Right out of the food processor and right on the dehydrator tray they went.
I spread the cooked and finely chopped eggs evenly all over the tray. Eighteen eggs should fill up two trays.
The dehydrator was set on 145 degrees overnight. The end result was crispy burnt orange egg crumbles.
A Christmas gift from years ago finally came to use. It worked fantastic on grinding the eggs into a powder. My mom uses her grain mill and says it works even better.
It looks just like corn mill when it’s all said and done. All eighteen eggs did not even fill up a pint sized mason jar.
I will vacuum the jar lids to the jar and label the top with the date. All I can Say is that it is about time I got it.
What Are The Different Types of Powdered Eggs?
Whole Powdered Eggs
Whole powdered eggs contain the whole egg (whites and yolk) and are very versatile in baking. They can be added with the dry ingredients when baking and act exactly like the “real thing” would act in the recipe – this is because they are the “real thing.” Whole egg powder can be used successfully to make mayonnaise. It thickens pudding just like fresh eggs, and can be used to make omelets and scrambled eggs. They can even be used to make Eggnog.
Powdered Egg Mix
Powdered egg mix is mostly whole egg powder with a bit of powdered milk and vegetable oil blended into the powder. The powdered egg mix has been formulated to make scrambled eggs, omelets or French toast. It is especially well suited for camping trips and other outings.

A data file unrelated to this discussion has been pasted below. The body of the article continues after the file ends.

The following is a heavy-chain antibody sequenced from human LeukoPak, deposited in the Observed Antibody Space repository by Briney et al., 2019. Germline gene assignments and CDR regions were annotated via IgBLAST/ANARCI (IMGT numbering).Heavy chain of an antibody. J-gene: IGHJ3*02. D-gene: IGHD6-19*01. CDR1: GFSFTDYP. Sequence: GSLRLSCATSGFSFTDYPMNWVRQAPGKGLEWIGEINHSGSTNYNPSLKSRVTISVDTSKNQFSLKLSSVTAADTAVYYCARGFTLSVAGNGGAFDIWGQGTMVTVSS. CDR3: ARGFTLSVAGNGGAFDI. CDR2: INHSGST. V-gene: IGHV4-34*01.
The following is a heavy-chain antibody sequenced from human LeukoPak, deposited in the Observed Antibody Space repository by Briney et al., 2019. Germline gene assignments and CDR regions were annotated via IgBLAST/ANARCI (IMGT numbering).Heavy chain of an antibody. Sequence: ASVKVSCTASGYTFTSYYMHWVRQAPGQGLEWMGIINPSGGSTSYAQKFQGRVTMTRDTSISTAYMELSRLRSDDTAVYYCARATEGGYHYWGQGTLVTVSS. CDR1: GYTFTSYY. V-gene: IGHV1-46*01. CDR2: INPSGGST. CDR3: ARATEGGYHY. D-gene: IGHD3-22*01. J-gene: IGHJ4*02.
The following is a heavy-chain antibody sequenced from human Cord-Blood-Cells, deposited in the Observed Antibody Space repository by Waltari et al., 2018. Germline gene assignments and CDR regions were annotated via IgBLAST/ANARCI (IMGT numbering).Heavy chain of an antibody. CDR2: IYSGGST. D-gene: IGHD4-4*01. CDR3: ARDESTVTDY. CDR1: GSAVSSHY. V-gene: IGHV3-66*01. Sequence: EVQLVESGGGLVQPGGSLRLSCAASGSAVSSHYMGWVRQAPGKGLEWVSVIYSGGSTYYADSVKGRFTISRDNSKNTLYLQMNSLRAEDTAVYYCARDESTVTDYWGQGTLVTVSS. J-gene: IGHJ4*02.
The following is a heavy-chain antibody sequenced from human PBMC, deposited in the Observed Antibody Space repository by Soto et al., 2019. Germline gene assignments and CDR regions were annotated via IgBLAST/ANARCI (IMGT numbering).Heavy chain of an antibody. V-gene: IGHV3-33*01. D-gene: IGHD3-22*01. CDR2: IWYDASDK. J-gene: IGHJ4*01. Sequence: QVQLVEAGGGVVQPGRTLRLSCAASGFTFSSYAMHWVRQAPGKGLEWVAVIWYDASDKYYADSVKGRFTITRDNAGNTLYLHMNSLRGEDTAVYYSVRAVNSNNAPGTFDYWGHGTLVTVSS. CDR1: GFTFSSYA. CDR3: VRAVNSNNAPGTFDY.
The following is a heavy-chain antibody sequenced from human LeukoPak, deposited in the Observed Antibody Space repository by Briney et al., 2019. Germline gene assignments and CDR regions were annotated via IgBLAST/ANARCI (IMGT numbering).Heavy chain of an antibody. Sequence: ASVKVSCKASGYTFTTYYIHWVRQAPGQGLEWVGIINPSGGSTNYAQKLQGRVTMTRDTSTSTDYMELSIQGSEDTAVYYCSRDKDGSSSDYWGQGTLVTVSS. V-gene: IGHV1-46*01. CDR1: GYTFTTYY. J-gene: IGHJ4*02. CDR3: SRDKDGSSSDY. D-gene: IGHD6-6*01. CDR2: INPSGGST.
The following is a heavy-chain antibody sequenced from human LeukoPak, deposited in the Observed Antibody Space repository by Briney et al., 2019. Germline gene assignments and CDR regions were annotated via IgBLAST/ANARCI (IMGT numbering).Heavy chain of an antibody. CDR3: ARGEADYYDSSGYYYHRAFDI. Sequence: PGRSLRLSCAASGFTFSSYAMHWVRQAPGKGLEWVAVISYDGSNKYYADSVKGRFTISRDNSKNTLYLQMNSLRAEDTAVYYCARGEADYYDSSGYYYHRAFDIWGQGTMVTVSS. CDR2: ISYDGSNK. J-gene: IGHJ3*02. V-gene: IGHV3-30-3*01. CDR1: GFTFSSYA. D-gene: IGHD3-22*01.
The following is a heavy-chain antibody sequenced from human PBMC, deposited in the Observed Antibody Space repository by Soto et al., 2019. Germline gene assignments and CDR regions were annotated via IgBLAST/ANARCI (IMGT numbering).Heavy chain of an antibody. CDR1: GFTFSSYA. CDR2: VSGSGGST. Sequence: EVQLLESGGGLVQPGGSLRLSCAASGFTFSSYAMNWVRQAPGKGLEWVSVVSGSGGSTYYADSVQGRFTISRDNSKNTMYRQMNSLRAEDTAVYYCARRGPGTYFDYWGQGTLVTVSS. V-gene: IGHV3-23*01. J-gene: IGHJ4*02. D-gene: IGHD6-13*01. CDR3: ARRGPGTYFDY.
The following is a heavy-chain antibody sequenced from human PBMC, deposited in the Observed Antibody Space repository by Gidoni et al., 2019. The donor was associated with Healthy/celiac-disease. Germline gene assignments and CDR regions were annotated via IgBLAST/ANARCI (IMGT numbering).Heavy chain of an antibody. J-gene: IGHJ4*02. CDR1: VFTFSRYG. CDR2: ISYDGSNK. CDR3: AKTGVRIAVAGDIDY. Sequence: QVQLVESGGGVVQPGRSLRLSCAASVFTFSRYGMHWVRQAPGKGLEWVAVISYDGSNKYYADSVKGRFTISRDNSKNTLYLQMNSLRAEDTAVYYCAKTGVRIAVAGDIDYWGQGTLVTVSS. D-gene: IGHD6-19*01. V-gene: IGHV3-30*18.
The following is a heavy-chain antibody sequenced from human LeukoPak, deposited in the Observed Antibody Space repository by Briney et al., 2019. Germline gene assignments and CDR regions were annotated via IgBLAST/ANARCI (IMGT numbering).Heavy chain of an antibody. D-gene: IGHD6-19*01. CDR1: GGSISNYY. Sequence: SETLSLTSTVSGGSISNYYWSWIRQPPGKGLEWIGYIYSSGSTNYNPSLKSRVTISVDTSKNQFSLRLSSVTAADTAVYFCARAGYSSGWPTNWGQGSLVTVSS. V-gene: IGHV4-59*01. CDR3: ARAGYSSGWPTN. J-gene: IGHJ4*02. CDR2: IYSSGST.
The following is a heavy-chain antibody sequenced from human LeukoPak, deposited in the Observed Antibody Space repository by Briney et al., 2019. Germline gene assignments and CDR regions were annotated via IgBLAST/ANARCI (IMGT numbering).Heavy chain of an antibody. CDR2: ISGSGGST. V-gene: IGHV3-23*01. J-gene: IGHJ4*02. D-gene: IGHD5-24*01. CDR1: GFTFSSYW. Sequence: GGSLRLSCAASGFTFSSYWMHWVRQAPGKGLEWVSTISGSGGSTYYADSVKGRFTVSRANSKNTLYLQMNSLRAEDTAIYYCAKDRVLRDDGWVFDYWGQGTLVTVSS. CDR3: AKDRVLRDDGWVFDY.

Once Opened, How Long Will Powdered Eggs Last?
Stored in the absence of oxygen and placed in a cool storage environment, powdered eggs have a storage life of 5 to 10 years. Once a container of powdered eggs has been opened, it is comparable to any other dehydrated dairy product and shelf-life would be measured in weeks or a month. Many people opt to refrigerate the remaining portion or only open as small a container as possible. If the goal is to keep the remaining powdered eggs long-term, we recommend that you re-pack the remaining portion in a smaller container with an oxygen absorber. Keep in mind that the eggs will only store as well as the condition of the original product – and therefore, should be free of moisture and oxygen.
Our grandfathers had more knowledge than any of us today and thrived even when modern conveniences were not available. They were able to produce and store their food for long periods of time. The Lost Ways is the most comprehensive book available. All the knowledge our grandfathers had, in one place.Here’s just a glimpse of what you’ll find in the book:
The Lost Ways is a far–reaching book with chapters ranging from simple things like making tasty bark-bread-like people did when there was no food-to building a traditional backyard smokehouse… and many, many, many more!
The Lost Ways (Learn the long forgotten secrets that helped our forefathers survive famines,wars,economic crisis and anything else life threw at them)
Survival MD (Best Post Collapse First Aid Survival Guide Ever)
Conquering the coming collapse (Financial advice and preparedness )
Liberty Generator (Build and make your own energy source)
Backyard Liberty (Easy and cheap DIY Aquaponic system to grow your organic and living food bank)
Bullet Proof Home (A Prepper’s Guide in Safeguarding a Home )
Family Self Defense (Best Self Defense Strategies For You And Your Family)
Survive Any Crisis (Best Items To Hoard For A Long Term Crisis)
Survive The End Days (Biggest Cover Up Of Our President)